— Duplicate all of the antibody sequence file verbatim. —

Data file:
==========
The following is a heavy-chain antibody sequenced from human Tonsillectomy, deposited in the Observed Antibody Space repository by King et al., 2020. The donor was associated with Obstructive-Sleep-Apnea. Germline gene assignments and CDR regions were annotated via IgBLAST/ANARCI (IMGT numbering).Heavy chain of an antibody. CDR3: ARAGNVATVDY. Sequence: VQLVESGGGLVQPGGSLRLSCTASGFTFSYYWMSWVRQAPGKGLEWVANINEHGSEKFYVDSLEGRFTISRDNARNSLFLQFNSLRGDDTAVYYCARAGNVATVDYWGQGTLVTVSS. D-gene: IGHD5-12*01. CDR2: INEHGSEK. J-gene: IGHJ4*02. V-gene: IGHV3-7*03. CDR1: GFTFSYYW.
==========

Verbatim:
The following is a heavy-chain antibody sequenced from human Tonsillectomy, deposited in the Observed Antibody Space repository by King et al., 2020. The donor was associated with Obstructive-Sleep-Apnea. Germline gene assignments and CDR regions were annotated via IgBLAST/ANARCI (IMGT numbering).Heavy chain of an antibody. CDR3: ARAGNVATVDY. Sequence: VQLVESGGGLVQPGGSLRLSCTASGFTFSYYWMSWVRQAPGKGLEWVANINEHGSEKFYVDSLEGRFTISRDNARNSLFLQFNSLRGDDTAVYYCARAGNVATVDYWGQGTLVTVSS. D-gene: IGHD5-12*01. CDR2: INEHGSEK. J-gene: IGHJ4*02. V-gene: IGHV3-7*03. CDR1: GFTFSYYW.